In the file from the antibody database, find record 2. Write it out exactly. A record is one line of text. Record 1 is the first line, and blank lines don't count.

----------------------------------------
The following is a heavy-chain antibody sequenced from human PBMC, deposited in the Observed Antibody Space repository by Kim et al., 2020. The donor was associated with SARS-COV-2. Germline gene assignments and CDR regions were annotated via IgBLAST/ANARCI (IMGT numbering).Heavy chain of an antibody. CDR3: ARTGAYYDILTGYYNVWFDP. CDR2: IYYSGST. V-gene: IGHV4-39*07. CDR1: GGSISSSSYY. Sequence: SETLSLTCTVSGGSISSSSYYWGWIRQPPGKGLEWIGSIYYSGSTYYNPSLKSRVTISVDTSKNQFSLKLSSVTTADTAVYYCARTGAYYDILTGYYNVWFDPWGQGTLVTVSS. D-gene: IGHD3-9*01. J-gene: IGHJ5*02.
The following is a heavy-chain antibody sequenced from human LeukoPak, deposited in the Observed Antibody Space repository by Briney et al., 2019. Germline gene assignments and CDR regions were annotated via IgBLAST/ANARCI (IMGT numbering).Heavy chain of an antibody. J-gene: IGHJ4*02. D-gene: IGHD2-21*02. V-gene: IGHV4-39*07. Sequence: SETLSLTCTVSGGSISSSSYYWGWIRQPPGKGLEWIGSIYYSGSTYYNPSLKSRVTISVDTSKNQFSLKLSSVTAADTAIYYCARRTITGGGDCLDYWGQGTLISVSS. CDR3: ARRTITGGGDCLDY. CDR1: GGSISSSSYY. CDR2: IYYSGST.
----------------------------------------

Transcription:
The following is a heavy-chain antibody sequenced from human LeukoPak, deposited in the Observed Antibody Space repository by Briney et al., 2019. Germline gene assignments and CDR regions were annotated via IgBLAST/ANARCI (IMGT numbering).Heavy chain of an antibody. J-gene: IGHJ4*02. D-gene: IGHD2-21*02. V-gene: IGHV4-39*07. Sequence: SETLSLTCTVSGGSISSSSYYWGWIRQPPGKGLEWIGSIYYSGSTYYNPSLKSRVTISVDTSKNQFSLKLSSVTAADTAIYYCARRTITGGGDCLDYWGQGTLISVSS. CDR3: ARRTITGGGDCLDY. CDR1: GGSISSSSYY. CDR2: IYYSGST.